Riding the Latino demo wave

U.S. pay TV sector gambles on Hispanic buying power

MIAMI — In the frenzy of the broadcast upfront presentations last week, Univision and Telemundo loudly proclaimed the increasing size and strength of the U.S. Hispanic market in their bid for a bigger slice of the TV ad pie.

Riding the same demowave, albeit more quietly, pay TV programmers are increasingly focused on this market segment, too, with improved distribution as cable and satellite providers introduce and expand Spanish-language packages, and with the launch of new channels.

Latinos, currently 13% of U.S. residents, are the fastest-growing segment of the population, skewing young and with money to spend. Collective Hispanic buying power exceeds $700 billion.

And with pay TV penetration at around 71% among Hispanic homes, compared with 85% in the general market, there is plenty of room to expand.

“The demographic evidence is overwhelming and the country’s media need to reflect the changes in the population,” says Traug Keller, senior VP of ESPN Deportes, which went from a programming block to 24-hour net in early 2004. Mark Feldman, prexy and CEO of TuTv — a joint venture of Univision and Mexico’s Televisa that distributes three music nets and two film nets in the U.S., all programmed by Televisa — says cable operators are embracing Spanish-language options as an avenue for growth.

“The earliest entrants were the satellite providers — EchoStar and DirecTV,” he adds.

Programming execs note the geographic concentration of U.S. Hispanics means they and the providers can concentrate their efforts in a few select cities where they get the biggest bang for their buck.

“Nationally, Hispanics are 13% of the population. In Los Angeles, they’re 40%,” observes Lucia Ballas-Traynor, who was recently tapped senior veep and general manager of MTV Espanol and VHUno, a newly created position.

And the bet is that ad dollars will follow.

“The ratings are either unmeasureable or tiny, but the potential is great based on compelling content and future growth of cable,” says Marla Skiko, a media director at Tapestry, a division of Starcom MediaVest.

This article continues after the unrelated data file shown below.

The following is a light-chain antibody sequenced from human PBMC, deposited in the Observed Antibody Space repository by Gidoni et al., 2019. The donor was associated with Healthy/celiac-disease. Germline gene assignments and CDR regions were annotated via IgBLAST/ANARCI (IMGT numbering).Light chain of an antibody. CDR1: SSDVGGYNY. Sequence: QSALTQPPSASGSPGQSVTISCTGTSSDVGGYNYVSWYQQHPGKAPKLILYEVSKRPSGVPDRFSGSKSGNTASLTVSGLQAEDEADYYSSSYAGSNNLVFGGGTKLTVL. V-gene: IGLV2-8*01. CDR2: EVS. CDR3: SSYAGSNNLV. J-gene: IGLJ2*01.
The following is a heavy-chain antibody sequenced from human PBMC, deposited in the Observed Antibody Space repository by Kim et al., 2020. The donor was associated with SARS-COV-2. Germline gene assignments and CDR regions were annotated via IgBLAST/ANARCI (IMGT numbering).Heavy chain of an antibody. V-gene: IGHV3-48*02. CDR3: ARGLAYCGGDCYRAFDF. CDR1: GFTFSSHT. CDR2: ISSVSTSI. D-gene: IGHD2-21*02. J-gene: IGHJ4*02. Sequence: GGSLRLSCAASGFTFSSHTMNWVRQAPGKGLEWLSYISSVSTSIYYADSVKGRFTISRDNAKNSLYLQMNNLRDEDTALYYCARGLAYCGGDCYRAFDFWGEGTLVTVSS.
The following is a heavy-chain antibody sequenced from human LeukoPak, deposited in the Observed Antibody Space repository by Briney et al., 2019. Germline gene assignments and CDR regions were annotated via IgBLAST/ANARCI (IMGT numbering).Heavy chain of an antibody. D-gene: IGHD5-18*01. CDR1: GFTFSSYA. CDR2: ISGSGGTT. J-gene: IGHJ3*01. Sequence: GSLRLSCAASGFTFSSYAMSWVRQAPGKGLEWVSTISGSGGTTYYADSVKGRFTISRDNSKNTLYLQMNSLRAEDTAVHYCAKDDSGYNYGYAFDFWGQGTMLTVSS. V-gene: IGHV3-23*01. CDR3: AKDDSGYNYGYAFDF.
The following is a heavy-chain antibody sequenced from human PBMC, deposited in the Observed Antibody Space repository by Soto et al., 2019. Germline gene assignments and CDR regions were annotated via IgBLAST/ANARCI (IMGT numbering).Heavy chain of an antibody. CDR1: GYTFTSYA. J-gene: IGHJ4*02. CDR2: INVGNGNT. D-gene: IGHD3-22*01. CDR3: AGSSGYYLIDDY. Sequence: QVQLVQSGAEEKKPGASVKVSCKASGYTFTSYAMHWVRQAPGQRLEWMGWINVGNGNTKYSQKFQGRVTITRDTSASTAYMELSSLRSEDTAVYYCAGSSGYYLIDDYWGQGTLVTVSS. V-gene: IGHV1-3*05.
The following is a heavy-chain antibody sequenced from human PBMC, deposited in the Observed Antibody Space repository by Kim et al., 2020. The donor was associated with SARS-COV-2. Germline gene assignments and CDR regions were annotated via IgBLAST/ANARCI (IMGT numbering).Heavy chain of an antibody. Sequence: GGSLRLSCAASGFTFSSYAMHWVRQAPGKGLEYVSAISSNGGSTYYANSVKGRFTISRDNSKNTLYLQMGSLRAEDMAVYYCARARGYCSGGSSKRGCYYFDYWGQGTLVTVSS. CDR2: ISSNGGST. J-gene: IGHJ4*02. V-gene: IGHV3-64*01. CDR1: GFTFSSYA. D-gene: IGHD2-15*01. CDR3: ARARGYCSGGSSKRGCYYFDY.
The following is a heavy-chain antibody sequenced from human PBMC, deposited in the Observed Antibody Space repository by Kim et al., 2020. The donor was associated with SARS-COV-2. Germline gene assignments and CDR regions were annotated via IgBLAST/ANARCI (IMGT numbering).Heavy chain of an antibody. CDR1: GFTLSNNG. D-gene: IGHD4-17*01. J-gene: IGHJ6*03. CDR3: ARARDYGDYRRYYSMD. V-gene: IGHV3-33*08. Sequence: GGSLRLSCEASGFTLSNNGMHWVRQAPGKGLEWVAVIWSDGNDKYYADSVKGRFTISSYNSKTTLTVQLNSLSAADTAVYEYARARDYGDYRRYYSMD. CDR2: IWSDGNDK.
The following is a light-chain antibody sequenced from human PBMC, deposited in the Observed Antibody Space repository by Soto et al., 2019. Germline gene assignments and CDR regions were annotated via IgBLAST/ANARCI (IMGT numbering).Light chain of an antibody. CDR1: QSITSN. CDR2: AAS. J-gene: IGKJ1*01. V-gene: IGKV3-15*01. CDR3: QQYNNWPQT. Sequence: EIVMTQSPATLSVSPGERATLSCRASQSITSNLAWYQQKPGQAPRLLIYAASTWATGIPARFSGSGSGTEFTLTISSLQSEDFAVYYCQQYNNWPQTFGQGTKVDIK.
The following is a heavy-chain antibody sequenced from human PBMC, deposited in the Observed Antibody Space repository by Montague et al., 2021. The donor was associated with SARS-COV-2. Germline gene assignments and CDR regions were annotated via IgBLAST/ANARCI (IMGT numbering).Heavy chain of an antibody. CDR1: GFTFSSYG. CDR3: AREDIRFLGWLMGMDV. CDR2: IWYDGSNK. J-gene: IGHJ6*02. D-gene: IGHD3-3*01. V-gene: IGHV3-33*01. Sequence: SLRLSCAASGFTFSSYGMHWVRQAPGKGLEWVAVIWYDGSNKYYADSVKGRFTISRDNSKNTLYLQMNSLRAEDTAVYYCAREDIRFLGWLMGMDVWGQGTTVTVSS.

Pay TV reps “alternatives to reach a specific strategic Hispanic groups. They also offer value beyond spots in that they allow for a variety of branding opportunities in-program,” she says.

The range of Spanish feevee options is wide and includes CNN en Espanol, Fox Sports en Espanol, Univision’s Galavision and Telemundo’s mun2 as well as Colombia’s Caracol TV and Argentina’s Telefe Intl., which target smaller immigrant communities.

And there are more coming. English-language, Latino-oriented nets are throwing their hats in the ring like SiTV and the upcoming Voy.

In June, Discovery will add two Spanish-lingo nets. It launched Discovery en Espanol in 1998, airing a best-of program combo from all its nets. Going forward, it will be more akin to the flagship Discovery net, culling from U.S., Latin American and international efforts, complemented by the femme-oriented Viajar y Vivir (Travel and Living) and Discovery Kids en Espanol.

With no distrib accords yet in place, “this is a long-term play,” acknowledges Luis Silberwasser VP of Discovery’s new U.S. Hispanic Network Pearl Group. “We are where the general market was 20 years ago.”

Looking to boost its own pay TV efforts, Telemundo wooed Antoinette Zel from the top job at MTV Networks Latin America to become exec VP of cable networks and strategic planning at Telemundo (distribution is handled by NBC U’s pay TV division). Zel’s been cleaning house and adding staff.

She’s focused on the youth market, which she believes is underserved.

“The median age of the second Hispanic generation, according to the census, is 13,” Zel notes.

In order to reach that youthful demo, “we’re moving to originally produced programming,” she says.

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